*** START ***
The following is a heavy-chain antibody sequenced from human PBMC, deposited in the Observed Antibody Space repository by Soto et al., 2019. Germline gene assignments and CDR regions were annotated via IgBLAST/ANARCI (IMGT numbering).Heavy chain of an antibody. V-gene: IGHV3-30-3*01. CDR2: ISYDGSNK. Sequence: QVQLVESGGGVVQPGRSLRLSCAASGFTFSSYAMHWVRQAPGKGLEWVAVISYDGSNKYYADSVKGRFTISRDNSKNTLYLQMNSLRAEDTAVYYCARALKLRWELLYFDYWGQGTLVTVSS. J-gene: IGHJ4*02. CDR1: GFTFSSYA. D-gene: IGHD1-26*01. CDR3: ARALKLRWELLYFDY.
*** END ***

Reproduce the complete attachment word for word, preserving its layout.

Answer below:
The following is a heavy-chain antibody sequenced from human PBMC, deposited in the Observed Antibody Space repository by Soto et al., 2019. Germline gene assignments and CDR regions were annotated via IgBLAST/ANARCI (IMGT numbering).Heavy chain of an antibody. V-gene: IGHV3-30-3*01. CDR2: ISYDGSNK. Sequence: QVQLVESGGGVVQPGRSLRLSCAASGFTFSSYAMHWVRQAPGKGLEWVAVISYDGSNKYYADSVKGRFTISRDNSKNTLYLQMNSLRAEDTAVYYCARALKLRWELLYFDYWGQGTLVTVSS. J-gene: IGHJ4*02. CDR1: GFTFSSYA. D-gene: IGHD1-26*01. CDR3: ARALKLRWELLYFDY.